Samora Machel, the leader of the Mozambique Liberation Front and first president of independent Mozambique (1975-1986), was a Marxist-Leninist. In the speech below, given in Maputo, the capital, on February 7, 1980, he describes the use of the state bureaucracy in fashioning his version of a new revolutionary society in Mozambique.
The state, the state apparatus, is not an abstraction. The state apparatus is all of us meeting here, heads of well-defined structures. It is the ministers, provincial governors, secretaries of state, national or provincial directors, executive heads in cities, districts and localities.
We are here because we are the people with responsibilities. We are here because we merit the political confidence of the party. We have the task in our sectors of smashing the structures, working methods and mentality of colonial-capitalism. We have the task of building a new state apparatus that in character, content and working methods serves our interests.
But some people, with a certain nostalgia, the worshippers and admirers of the colonial system. cherish and nurse its structures instead of smashing them. This is typical of a mentality in bondage to decadent values, negative values — counter-revolutionary values. It is not by chance that we are discovering in the offensive we launched: a failure of management: the hammer-blow does not reach the factory, the warehouse, the docks, the shop, the school, the hospital; red tape established as a working method; routine as a way of life, routine that is conservative; promotion of incompetence; neglect, lack of interest, regarded as something normal; lack of a sense of organization; indiscipline, theft, drunkenness, a disregard for punctuality; waste, squandering, destructiveness; lack of hygiene and cleanliness, an absence of courtesy; corruption, bribery.
The widespread failures in management and discipline have reached such a pitch that in the face of the offensive that was launched, we have already witnessed signs of open challenge to the guidelines we laid down. This challenge is led and guided by a handful of infiltrators who find room for manoeuvre in the various sectors because our power is missing, our discipline is missing, and our interests are not defended.
What Are the Reasons for This?
We issued guidelines and created the basis for smashing the colonial- capitalist state apparatus. We put forward measures, passed laws, established new institutions of state power, appointed officials in our confidence at least to the level, for example, of national directors.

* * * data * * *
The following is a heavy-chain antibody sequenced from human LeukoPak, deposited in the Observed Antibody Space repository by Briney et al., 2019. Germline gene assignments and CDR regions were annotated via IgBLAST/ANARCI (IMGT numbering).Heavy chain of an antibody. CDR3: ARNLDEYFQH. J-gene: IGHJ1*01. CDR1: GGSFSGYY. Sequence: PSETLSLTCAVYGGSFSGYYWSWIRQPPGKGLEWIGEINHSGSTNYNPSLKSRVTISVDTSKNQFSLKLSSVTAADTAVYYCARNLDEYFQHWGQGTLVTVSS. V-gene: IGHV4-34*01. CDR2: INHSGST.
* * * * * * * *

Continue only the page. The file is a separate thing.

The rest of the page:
However, there is no certainty of the influence of officials able to carry out the guidelines in departments and sectors. In other words at the rank-and-file level, the sectors are unaffected and, what is more serious, they constrain the decisions that the heads must be taking all the time.
We have not yet broken with colonial working methods: it is impossible for us to recognize reality and alert ourselves to the population’s difficulties, if we stick to the red-tape machinery of documents alone; we are not in direct touch with reality — we don’t go to the factories, the warehouses, the docks, the schools, the hospitals, the farms, or even to our offices; we often do not know the secretary in our private office; in settling problems, we do not heed public opinion, we do not seek the views of the sectors directly affected.
We think we can understand reality in our sectors merely by way of official documents, minutes, reports and memoranda. In other words, we stay immured in our offices in a sea of paper. So we lose a sense of urgency, we lose a sense of the important. We fall into the routine of petty issues. A chain of these petty issues becomes the pattern of our daily round. We lose initiative, we do not lead.
We are seeing again that the principle of constant co-ordination of the various structures has not been taken up. We all talk in meetings about co-ordination, interaction and interdependence, but we do not make the systematic effort required to co-ordinate. We said that ministers must meet to find a joint solution to common problems. But this is not done. The problems go on being settled in isolation, or remain unsettled. We said that national directors must travel in groups to the provinces to deal with specific problems there. But this is not done. We said that provincial directors must as a group travel regularly into the districts to understand the local reality and settle problems. But this is not done either.